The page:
Redwick village is within the boundaries of Newport City Council and is eight miles from the City Centre. It has a population of 194 (2001 census) and is regarded as the best-preserved medieval nucleated village on the Levels.There are a diverse range of pleasant buildings and other landscape features including orchards, and with several working farms it retains a high degree of integrity as a working agricultural village. The village probably originates from the late eleventh or twelfth century. The first reference to the village is given in the survey of Wentwood in 1270.
The population of the village has varied from 171 in 1801 to a high of 289 in 1861. The number of houses inhabited has varied from a low of 49 in 1911 to the current level of 72. There is no Welsh name for the village. A manor existed in the village for some time and was held by the Knovil family in 1317. It is referred to as Dennis Court and is recorded in historical documents right up to the late seventeenth century. The Church was originally dedicated to St. Michael but is now known as St. Thomas. The building was damaged in the war as the Luftwaffe emptied their bombs after targetting Newport Docks.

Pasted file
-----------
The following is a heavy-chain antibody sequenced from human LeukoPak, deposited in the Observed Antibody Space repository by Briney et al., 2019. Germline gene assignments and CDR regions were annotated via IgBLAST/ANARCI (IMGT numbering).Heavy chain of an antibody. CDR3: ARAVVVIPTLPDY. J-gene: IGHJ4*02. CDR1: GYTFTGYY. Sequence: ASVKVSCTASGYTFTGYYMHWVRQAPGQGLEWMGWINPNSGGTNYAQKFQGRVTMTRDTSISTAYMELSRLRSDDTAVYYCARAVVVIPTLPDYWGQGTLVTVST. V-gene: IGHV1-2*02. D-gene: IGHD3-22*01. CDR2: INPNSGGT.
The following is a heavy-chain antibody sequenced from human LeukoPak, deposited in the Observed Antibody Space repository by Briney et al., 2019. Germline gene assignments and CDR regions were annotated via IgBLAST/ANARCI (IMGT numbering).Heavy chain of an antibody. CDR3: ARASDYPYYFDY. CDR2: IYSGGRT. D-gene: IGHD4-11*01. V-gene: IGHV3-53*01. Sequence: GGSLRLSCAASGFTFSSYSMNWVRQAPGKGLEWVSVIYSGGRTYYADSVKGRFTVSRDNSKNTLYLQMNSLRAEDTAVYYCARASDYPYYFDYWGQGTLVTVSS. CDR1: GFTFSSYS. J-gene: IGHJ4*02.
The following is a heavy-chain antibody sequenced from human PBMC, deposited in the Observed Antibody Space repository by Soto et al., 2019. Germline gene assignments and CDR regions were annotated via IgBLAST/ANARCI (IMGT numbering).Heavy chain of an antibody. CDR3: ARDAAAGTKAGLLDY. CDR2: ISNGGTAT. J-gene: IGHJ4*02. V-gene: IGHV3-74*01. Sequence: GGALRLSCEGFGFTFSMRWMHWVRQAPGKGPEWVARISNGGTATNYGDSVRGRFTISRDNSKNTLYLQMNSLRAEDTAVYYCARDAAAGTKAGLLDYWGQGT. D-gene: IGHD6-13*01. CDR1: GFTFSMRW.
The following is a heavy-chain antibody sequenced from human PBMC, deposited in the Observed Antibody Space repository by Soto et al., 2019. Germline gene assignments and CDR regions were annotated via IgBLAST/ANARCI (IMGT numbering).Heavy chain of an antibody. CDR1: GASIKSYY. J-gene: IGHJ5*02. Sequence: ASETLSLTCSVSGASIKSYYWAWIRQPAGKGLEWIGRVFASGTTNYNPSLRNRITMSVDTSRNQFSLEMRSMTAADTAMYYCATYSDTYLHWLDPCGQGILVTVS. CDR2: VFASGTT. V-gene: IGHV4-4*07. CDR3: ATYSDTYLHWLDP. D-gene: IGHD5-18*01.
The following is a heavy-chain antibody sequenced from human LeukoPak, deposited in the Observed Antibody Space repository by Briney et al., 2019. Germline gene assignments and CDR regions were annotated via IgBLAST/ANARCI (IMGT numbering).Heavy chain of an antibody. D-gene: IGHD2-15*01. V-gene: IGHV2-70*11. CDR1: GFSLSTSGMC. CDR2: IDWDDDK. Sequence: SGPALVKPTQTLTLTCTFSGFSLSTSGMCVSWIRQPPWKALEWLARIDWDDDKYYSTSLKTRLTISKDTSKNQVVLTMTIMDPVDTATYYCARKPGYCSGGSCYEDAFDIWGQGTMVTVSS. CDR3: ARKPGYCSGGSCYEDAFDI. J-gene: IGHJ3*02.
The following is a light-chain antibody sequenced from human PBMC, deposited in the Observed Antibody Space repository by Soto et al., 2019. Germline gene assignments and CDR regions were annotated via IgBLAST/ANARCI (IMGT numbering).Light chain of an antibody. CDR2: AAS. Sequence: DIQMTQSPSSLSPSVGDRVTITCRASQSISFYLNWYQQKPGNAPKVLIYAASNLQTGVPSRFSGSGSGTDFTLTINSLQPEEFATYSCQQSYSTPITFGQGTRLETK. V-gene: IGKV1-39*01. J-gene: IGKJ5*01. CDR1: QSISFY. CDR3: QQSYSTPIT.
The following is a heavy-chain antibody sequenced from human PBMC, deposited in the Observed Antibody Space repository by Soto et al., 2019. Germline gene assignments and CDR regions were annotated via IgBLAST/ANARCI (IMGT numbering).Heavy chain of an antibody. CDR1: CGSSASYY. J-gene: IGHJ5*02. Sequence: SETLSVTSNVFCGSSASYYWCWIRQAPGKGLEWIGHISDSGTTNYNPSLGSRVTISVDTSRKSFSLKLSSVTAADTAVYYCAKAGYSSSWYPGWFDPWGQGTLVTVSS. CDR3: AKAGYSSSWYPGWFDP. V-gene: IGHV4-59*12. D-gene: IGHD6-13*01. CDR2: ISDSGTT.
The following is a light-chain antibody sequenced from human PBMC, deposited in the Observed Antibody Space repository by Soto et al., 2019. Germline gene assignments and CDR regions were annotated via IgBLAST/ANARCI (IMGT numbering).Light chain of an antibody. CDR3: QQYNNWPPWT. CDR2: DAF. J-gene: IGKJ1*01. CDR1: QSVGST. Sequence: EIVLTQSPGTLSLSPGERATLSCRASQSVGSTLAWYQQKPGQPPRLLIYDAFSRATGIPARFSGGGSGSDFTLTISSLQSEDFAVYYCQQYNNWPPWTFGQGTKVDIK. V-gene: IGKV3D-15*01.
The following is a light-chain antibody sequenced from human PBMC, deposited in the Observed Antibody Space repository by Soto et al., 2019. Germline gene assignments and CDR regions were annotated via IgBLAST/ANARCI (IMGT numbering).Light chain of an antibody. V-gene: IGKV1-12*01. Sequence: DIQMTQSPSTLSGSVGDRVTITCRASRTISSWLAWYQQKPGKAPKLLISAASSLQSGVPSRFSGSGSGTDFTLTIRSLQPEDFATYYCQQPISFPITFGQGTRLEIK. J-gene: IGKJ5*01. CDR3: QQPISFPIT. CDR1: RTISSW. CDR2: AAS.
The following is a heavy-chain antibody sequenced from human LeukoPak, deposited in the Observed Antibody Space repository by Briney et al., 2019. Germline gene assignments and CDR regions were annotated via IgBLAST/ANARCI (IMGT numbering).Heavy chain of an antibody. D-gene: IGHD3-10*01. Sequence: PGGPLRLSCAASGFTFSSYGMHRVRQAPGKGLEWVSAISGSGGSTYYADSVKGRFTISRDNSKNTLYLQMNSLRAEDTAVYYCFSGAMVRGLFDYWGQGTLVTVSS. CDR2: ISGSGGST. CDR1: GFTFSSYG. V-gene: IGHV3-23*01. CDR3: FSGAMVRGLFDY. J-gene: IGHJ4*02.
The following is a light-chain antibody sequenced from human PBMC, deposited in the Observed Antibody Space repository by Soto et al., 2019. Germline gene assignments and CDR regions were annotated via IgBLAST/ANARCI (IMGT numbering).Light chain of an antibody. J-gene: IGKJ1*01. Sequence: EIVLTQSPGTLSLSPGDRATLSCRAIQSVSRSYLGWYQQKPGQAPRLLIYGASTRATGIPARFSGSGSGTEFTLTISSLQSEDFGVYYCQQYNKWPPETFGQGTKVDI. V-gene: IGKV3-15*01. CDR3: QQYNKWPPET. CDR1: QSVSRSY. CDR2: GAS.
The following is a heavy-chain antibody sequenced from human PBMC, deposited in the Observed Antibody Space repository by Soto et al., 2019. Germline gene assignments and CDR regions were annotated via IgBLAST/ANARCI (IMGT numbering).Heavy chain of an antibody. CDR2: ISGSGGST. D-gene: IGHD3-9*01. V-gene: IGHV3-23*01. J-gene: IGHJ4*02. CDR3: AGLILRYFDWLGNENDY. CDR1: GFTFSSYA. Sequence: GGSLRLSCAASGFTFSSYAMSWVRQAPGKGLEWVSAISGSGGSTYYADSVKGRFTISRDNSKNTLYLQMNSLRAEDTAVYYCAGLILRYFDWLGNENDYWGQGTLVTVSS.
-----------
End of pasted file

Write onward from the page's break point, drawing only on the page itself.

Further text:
The village contains a fine collection of documentary sources, including several detailed late medieval and post-medieval surveys. A plaque on the wall of the church commemorates the great flood of 1606 when many thousands of people and animals died. Redwick is also the largest nucleated village on the Levels, focused around a nodal point in the road network. Several small areas of roadside common survive, one with a plaque commemorating the enclosure act of 1850.
Bradney's 'History of Monmouthshire' states that the village is remarkable for the presence of English surnames and place names in the fifteenth and sixteenth centuries presumably due to settlers from across the Bristol Channel. However, by the eighteenth century the village was mostly inhabited by residents with Welsh surnames.